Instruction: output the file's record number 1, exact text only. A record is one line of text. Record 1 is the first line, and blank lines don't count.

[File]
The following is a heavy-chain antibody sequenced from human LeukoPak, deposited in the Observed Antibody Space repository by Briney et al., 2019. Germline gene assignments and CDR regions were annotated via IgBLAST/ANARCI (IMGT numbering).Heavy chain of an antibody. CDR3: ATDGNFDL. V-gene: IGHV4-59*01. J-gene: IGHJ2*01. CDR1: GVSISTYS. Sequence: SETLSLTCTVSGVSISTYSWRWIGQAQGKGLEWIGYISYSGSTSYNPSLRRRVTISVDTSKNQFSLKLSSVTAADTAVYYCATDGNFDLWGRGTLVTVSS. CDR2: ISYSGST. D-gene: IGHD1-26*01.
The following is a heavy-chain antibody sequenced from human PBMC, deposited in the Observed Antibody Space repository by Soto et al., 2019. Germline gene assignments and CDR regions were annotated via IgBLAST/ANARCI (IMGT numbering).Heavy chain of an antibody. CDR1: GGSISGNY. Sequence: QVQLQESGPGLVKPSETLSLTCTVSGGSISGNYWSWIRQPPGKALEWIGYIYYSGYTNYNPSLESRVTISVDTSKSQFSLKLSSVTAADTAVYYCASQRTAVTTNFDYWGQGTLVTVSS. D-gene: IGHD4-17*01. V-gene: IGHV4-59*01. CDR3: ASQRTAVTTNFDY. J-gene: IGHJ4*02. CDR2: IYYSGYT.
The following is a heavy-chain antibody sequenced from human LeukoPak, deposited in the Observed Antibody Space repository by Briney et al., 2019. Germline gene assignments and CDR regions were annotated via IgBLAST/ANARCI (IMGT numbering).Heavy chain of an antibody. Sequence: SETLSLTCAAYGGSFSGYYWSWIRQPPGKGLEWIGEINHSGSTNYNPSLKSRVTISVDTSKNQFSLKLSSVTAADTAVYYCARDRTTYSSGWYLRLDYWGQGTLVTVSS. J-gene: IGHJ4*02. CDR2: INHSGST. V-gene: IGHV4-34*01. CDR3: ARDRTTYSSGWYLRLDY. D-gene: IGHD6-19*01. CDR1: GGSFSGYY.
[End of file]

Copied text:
The following is a heavy-chain antibody sequenced from human LeukoPak, deposited in the Observed Antibody Space repository by Briney et al., 2019. Germline gene assignments and CDR regions were annotated via IgBLAST/ANARCI (IMGT numbering).Heavy chain of an antibody. CDR3: ATDGNFDL. V-gene: IGHV4-59*01. J-gene: IGHJ2*01. CDR1: GVSISTYS. Sequence: SETLSLTCTVSGVSISTYSWRWIGQAQGKGLEWIGYISYSGSTSYNPSLRRRVTISVDTSKNQFSLKLSSVTAADTAVYYCATDGNFDLWGRGTLVTVSS. CDR2: ISYSGST. D-gene: IGHD1-26*01.